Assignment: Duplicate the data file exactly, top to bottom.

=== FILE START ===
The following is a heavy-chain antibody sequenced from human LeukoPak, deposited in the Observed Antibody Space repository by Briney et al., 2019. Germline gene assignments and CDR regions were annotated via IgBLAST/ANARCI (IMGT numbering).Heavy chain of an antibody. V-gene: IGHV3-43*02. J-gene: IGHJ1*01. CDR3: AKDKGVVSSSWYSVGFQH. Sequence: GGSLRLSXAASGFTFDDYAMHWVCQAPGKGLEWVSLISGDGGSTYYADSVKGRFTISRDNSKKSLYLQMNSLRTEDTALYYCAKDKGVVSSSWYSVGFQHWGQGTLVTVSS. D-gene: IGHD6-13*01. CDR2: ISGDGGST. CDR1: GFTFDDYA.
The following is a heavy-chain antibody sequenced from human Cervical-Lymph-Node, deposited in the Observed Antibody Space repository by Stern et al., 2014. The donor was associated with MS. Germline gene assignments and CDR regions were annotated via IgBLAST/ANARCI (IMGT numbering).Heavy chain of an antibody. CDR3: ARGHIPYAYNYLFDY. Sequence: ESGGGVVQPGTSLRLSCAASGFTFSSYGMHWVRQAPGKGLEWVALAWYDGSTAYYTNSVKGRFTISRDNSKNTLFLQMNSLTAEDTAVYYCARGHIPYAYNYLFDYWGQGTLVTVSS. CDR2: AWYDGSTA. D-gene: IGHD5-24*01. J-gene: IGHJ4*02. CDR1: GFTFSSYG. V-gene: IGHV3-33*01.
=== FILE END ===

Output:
The following is a heavy-chain antibody sequenced from human LeukoPak, deposited in the Observed Antibody Space repository by Briney et al., 2019. Germline gene assignments and CDR regions were annotated via IgBLAST/ANARCI (IMGT numbering).Heavy chain of an antibody. V-gene: IGHV3-43*02. J-gene: IGHJ1*01. CDR3: AKDKGVVSSSWYSVGFQH. Sequence: GGSLRLSXAASGFTFDDYAMHWVCQAPGKGLEWVSLISGDGGSTYYADSVKGRFTISRDNSKKSLYLQMNSLRTEDTALYYCAKDKGVVSSSWYSVGFQHWGQGTLVTVSS. D-gene: IGHD6-13*01. CDR2: ISGDGGST. CDR1: GFTFDDYA.
The following is a heavy-chain antibody sequenced from human Cervical-Lymph-Node, deposited in the Observed Antibody Space repository by Stern et al., 2014. The donor was associated with MS. Germline gene assignments and CDR regions were annotated via IgBLAST/ANARCI (IMGT numbering).Heavy chain of an antibody. CDR3: ARGHIPYAYNYLFDY. Sequence: ESGGGVVQPGTSLRLSCAASGFTFSSYGMHWVRQAPGKGLEWVALAWYDGSTAYYTNSVKGRFTISRDNSKNTLFLQMNSLTAEDTAVYYCARGHIPYAYNYLFDYWGQGTLVTVSS. CDR2: AWYDGSTA. D-gene: IGHD5-24*01. J-gene: IGHJ4*02. CDR1: GFTFSSYG. V-gene: IGHV3-33*01.